Karel Coding

Powerful Visual Introduction to Computer Programming

Karel Coding

Powerful Visual Introduction to Computer Programming

Karel the Robot is a legendary programming language originally introduced by the Stanford University professor Richard E. Pattis in his famous book Karel the Robot: A Gentle Introduction to the Art of Programming in 1981 (see its Wikipedia page). R.E. Pattis created Karel because his students lacked logic and problem-solving skills. Without these skills, one cannot be successful at computer programming. The same is still very much true today.

The original Karel language was similar to Pascal, a language which is not widely used anymore. However, the powerful educational concepts of the language based on logic and problem solving are timeless. Therefore, the NCLab team gave the Karel language a fresh new look. The NCLab Karel is similar to Python, one of the world’s most popular programming languages today. We also upgraded the graphical user interface, as you will see in the videos below.

The tremendous power of the Karel language is in its simple syntax. Many instructors make the mistake of exposing beginners to a realistic programming language such as C++, Java or Python. However, these languages have a complicated syntax. Beginners need time to adjust to the level of detail and accuracy which are required when writing computer programs. Every forgotten semicolon, colon, or parenthesis causes a computer program to half with an error message, which causes frustration to beginners. This is the main reason why many beginners never get a chance to really enjoy computer programming.

Therefore, the NCLab Karel language does not use semicolons, colons, parentheses, or other such symbols. On the contrary, it only uses a handful of simple commands such as “go”, “left”, “right”, “get”, “put”, “repeat”, “if”, “while” etc. This allows students to focus on logic and problem solving which are the most important aspects of computer programming. The Karel Coding course consists of 225 carefully designed challenges which range from simple to advanced, as illustrated by the following videos.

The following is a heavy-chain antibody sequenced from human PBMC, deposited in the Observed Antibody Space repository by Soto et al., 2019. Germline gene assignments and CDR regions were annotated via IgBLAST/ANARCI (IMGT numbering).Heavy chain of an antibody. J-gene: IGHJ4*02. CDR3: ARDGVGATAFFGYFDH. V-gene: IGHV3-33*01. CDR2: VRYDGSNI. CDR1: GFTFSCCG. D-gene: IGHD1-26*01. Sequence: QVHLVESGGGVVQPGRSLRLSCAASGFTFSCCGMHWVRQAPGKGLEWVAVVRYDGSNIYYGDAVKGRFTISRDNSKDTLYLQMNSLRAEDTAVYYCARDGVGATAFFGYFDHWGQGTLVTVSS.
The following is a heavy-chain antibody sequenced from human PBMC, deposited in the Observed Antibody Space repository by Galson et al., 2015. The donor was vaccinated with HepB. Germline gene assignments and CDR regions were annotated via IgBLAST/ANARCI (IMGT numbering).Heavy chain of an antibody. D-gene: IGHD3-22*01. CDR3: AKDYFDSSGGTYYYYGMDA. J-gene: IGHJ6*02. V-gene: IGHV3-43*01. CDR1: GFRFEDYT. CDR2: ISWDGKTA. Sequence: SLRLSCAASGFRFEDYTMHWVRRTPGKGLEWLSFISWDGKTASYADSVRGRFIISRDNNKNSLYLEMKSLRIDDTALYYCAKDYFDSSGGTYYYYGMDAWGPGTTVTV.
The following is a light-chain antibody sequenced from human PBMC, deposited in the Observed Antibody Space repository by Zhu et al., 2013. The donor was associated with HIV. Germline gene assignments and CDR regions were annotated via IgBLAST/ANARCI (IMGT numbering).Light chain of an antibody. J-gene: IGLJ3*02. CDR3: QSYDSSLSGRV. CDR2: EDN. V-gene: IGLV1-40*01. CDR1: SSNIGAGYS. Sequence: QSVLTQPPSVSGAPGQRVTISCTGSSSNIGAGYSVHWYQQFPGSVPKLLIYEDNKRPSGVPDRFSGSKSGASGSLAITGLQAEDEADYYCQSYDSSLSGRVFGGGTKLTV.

Solving a maze by typing simple commands:

Solving a maze which contains a repeating pattern:

Navigating an unknown maze:

Average completion time: 60 hours.

225 game-based levels, 25 quizzes, 25 projects.

Average student age: 14, minimum age: 6, maximum age: 85

More than 1M students in 60 countries have completed this course to-date.

Skills You Will Master

  • Computational thinking
  • Logic and problem solving
  • Clean and effective code writing
  • Counting (repeat) loop, nested loops
  • Conditional (if-else) statements
  • Conditional (while) loop
  • Defining and using custom commands
  • Using functions that return a value
  • Using local and global variables
  • Basic operations with Python lists
  • Designing recursive algorithms
  • Solving advanced problems
  • Running and debugging programs

Other Features

  • The course comes with a Lesson Plan, Pacing Guide, Solution Manual for Instructors, 300-page textbook, 25 quizzes, 25 coding projects, student journals, and other Instructor Resources.
  • NCLab provides a Karel Coding App where students can create their own projects and games, save them in their NCLab user account, and share with others online.
  • The course is aligned with Common Core Math Content and Practice Standards, Next Generation Science Standards (NGSS), Crosscutting Concepts, Science & Engineering Practice (SEP) and Disciplinary Core Ideas (DCI) with an emphasis on Engineering Design, and CSTA/CS for All Computer Science Standards.

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